Sensory Integration from an Impossible Source: Perceiving Simulated Faces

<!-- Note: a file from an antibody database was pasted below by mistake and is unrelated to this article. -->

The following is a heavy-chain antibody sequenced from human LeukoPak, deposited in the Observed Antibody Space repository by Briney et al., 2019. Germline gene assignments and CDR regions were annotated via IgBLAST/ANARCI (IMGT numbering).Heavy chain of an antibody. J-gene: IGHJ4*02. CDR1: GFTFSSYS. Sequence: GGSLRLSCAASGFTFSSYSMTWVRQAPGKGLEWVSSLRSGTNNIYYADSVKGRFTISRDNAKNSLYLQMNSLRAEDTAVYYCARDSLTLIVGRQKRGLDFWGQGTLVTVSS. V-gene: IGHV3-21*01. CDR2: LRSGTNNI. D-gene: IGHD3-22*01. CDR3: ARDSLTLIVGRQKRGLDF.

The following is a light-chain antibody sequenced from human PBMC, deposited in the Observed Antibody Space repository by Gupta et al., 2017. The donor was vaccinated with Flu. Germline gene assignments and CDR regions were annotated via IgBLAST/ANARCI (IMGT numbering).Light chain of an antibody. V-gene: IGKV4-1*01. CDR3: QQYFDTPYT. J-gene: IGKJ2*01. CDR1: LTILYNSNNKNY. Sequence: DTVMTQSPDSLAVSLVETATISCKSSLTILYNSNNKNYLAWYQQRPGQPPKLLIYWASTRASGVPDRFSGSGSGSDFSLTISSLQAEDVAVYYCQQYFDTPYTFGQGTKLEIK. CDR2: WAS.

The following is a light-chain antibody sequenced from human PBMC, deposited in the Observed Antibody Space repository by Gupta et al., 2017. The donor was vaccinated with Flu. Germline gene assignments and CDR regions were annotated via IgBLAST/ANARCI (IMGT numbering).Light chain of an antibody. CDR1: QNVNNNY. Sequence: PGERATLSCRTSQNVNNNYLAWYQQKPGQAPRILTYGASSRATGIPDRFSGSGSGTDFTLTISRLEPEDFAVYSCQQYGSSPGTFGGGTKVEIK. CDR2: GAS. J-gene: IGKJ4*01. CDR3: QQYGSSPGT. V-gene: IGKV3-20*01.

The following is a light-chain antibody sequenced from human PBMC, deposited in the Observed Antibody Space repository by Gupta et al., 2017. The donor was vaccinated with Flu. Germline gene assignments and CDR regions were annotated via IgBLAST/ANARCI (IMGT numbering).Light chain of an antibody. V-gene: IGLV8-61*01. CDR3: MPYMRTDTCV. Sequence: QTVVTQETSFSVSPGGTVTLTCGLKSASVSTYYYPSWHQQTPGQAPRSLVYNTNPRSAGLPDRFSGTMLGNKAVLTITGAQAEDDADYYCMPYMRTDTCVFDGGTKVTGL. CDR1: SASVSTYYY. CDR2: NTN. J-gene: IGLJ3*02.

AbstractRecent research has shown that aero-tactile cues influence speech perception without the presence of an acoustic signal (Bicevskis, Derrick & Gick, 2016); when participants viewed a bilabial articulation that co-occurred with a puff of air felt on the skin, they were significantly more likely to perceive it as aspirated. These results and others (Gick & Derrick, 2009, etc.) suggest that this integration is relatively automatic, enough so that it does not require the physical presence of the source to arise. However, it may be that perceivers are willing to extend physical capabilities to these non-present sources because they are human and therefore possible sources of the aero-tactile cue. The current study examines whether aero-tactile information from an impossible source—a computer-animated face on a computer monitor—can affect perception of aspirated consonants. Sixteen native English speakers are shown an animated video of a computer-animated head performing a bilabial plosive but hear only babble noise through headphones. Some of the presentations are accompanied by a light, synchronous puff of air on the neck. They are asked to identify the syllable as either /ba/ or /pa/. Analysis of this two-alternative forced choice response task will be presented. Evidence of integration from an impossible source would support the idea that visual-tactile integration is an automatic process that occurs even in the absence of an interlocutor capable of producing the stimuli.
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